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Lincoln As I Knew Him : Gossip, Tributes, and Revelations from His Best Friends and Worst Enemies
Forget what you think you know about Abraham Lincoln. Yes, he was a brilliant orator, a shrewd politician, and a determined leader who guided us through the bloodiest war in American history. But he also was a terrible dresser, rarely bothered to comb his hair, annoyed his colleagues by constantly reading out loud, loved raunchy stories, and let his kids run all over him.
Author and Lincoln scholar Harold Holzer sifted through nineteenth-century letters, diary entries, books, and speeches written by people who knew Lincoln and offers up the real skinny on the man who was arguably America's greatest president. From the famous--Nathaniel Hawthorne, Harriet Beecher Stowe, Frederick Douglass, Ulysses S. Grant--to the not-so-famous--White House secretaries, artists, bodyguards, childhood pals, and a rejected fiance--this collection presents a revealing, and at times contradictory, view of our sixteenth president, from his boyhood through his White House years. These firsthand anecdotes and recollections strip away the myths and legends to uncover the authentic Abraham Lincoln before the history books got hold of him.
Holzer, compiler of previous Lincoln books (Lincoln on Democracy, etc.), has found a new approach to this most revered yet enigmatic of presidents. He delves into Lincoln's character through the revelations of those who knew himAsome well, some who met him only once. Holzer located memories from 11 classes of people: family members, personal and political friends, fellow lawyers, journalists and humorists, foreign observers, enemies, military men, authors, artists, African-Americans and White House intimates. One journalist wrote that Lincoln "never hesitated to tell a coarse or even outright nasty story." An old friend observed that he "had no superhuman qualities (which we call genius) but he had those which belong to mankind in general in an astonishing degree." General George McClellan wrote, "The President is nothing but a well meaning baboon." Frederick Douglass, who thought the president too slow to emancipate the slaves and called him "preeminently the white man's president," granted that Lincoln's personal conduct was marked by "his entire freedom from popular prejudice against the colored race." Careful to screen out apocryphal accounts that spread after Lincoln had become famous, Holzer presents a collection that sheds light not only on Lincoln but also on his timesAtimes that tried many souls. It is inspiring, based on Holzer's selections, to learn how much Lincoln helped to heal those souls.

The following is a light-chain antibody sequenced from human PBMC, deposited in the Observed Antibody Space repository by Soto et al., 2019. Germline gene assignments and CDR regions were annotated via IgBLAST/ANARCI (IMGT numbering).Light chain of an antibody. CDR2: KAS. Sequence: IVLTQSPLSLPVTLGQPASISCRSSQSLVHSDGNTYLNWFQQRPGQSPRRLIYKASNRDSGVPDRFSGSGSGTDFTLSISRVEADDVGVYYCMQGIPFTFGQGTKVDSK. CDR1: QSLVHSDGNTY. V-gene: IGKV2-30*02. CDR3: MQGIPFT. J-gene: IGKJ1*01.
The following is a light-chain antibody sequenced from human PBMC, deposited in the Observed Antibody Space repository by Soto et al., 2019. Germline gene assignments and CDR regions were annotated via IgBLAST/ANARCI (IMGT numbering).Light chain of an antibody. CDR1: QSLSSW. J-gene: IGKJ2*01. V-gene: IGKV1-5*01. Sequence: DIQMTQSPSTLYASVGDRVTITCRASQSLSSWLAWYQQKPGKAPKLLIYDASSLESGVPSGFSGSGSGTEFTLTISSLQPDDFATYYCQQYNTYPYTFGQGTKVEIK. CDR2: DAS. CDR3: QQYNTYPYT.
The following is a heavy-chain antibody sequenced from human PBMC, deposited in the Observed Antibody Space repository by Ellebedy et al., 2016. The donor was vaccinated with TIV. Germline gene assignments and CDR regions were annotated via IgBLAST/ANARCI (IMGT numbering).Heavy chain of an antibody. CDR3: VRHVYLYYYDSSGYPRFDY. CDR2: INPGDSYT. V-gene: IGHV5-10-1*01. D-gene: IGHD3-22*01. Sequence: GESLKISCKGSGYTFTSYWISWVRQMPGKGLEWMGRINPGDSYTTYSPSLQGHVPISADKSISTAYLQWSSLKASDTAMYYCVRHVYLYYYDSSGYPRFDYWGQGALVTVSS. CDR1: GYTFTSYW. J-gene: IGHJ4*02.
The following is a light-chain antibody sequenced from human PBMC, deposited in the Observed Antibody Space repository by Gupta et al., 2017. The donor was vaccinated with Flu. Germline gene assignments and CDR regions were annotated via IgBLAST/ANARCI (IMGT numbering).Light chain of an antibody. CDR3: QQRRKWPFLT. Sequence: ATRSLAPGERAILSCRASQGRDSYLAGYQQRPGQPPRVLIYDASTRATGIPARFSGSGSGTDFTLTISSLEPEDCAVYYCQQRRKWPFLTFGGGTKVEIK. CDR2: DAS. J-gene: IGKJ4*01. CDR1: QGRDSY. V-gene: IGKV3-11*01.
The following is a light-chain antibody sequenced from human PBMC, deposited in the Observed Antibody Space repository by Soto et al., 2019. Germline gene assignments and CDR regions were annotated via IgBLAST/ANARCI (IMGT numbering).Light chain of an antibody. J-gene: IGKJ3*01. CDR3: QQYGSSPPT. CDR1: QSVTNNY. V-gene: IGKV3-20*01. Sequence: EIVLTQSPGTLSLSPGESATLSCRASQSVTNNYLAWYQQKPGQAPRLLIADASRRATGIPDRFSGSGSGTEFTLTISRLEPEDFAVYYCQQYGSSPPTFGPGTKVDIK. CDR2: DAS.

Copyright 1999 Reed Business Information, Inc.
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February 09, 2009
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